I do hope I am creating an archive of images, an archive that will have some sort of visual historical value. An archive that educates viewers about what a certain kind or part of life in this western/coastal part of Canada and North America.

I hope that the images convey something of the idea that I have that our immediate surroundings, be they physical, manufactured or social, shape who we are and save us from the commonality of global culture. I do think that despite the fact both I and a person living in Tokyo and another in Cairo could all be reading the Guardian on our iPhone while sipping a Starbucks coffee we are all fundamentally unique because of our own landscapes that we live and grow up in.

I also hope that the images stand on their own, simply as visual images, striking enough to hold hold your eye.

I hope they exist as both art and as archive.

The image above if from the site of the former Tranquille Institution in Kamloops, BC. It was at different times a home for the mentally challenged and a tuberculosis sanatorium. It has been closed as an institution for many years and now it is home to a small farm and vegetable stand but the many buildings on the site appear to be slowly wearing down. At the start of my career, working for the Kamloops News, I photographed my first photo essay ever at Tranquille, a series on volunteers working with kids with autism. It was the first time I saw the power of photography, having at the stage only read about it in photography textbooks, when the director called after the story had run to tell me about how people, moved by the images were calling up to offer their services as volunteers.

 

 



Wilf Schmidt and The Little Photo Shop – Photographers’ Work Spaces and Studios

March 29, 2010 | Filed Under Arts, BC Photography Archive, British Columbia, British Columbia Photographic Archive, Canada, Canadian, Documentary Photography, Gallery & Workshop, Historical, History, Interview, Kamloops, Photo Studios and Work Spaces, Photographers, Photography, Portrait | 13 Comments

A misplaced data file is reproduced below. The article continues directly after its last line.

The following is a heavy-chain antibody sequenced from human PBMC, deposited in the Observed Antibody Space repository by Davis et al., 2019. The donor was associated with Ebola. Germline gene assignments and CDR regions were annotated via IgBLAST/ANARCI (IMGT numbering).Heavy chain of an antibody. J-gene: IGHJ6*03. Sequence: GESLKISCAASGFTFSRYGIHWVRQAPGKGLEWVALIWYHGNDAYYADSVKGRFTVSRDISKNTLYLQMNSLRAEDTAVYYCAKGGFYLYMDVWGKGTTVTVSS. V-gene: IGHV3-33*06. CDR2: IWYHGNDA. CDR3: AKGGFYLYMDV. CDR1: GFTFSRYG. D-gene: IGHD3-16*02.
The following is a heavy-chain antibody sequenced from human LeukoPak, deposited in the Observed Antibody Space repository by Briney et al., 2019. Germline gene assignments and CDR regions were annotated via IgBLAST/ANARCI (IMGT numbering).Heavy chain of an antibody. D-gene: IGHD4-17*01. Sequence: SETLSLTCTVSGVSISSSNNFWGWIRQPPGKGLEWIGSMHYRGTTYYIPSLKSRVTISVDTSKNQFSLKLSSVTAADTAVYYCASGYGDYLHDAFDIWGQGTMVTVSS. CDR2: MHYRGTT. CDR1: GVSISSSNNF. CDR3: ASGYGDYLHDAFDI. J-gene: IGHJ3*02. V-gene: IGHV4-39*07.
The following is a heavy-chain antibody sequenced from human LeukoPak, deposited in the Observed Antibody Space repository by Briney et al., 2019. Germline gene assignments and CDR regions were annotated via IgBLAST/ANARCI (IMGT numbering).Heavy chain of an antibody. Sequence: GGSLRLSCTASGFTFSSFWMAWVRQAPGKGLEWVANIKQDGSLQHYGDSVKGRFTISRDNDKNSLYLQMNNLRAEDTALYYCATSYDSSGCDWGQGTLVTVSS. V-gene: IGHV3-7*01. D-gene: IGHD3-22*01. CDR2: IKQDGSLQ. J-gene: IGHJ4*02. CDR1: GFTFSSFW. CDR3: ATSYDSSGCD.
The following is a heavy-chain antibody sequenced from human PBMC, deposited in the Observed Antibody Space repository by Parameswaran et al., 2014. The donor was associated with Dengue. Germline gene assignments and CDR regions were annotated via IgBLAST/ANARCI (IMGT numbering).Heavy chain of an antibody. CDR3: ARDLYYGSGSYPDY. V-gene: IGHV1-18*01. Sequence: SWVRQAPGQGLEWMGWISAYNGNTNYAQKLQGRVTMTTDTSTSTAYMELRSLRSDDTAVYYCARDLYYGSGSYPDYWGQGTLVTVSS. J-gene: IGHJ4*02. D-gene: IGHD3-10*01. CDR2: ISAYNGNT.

Wilf Schmidt 2

I was in Kamloops this past weekend, the first time I’ve spent anytime there in at least three years.  One of the last times I was there I’d come across this gallery/store on 3rd Avenue run by photographer Wilf Schmidt and I was curious to see if  he was still there, and he was. Schmidt calls his place The Little Photo Shop and claims it’s “The World’s Smallest Photography Supply Store’. The former high school photography teacher sells prints of his own work but also stocks black and white film, Holga cameras and has a group of pinhole cameras in the back of the shop as well as other photo odds and ends. It’s a very cool space and it’s tiny which just adds to the charm. The shop is currently a little more crowded than usual as he is selling off his darkroom equipment and has the boxes stacked there. Hidden behind him is an antique safe, part of the original furnishings in the heritage building his store is located in.

Wilf Schmidt 3

Wilf  in the  ‘office’ section of his shop.

Wilf Schmidt 5

Wilf shows off a tiny camera that actually works. It originally came with rolls of film.

Wilf Schmidt 4

A few of Wilf’s photographs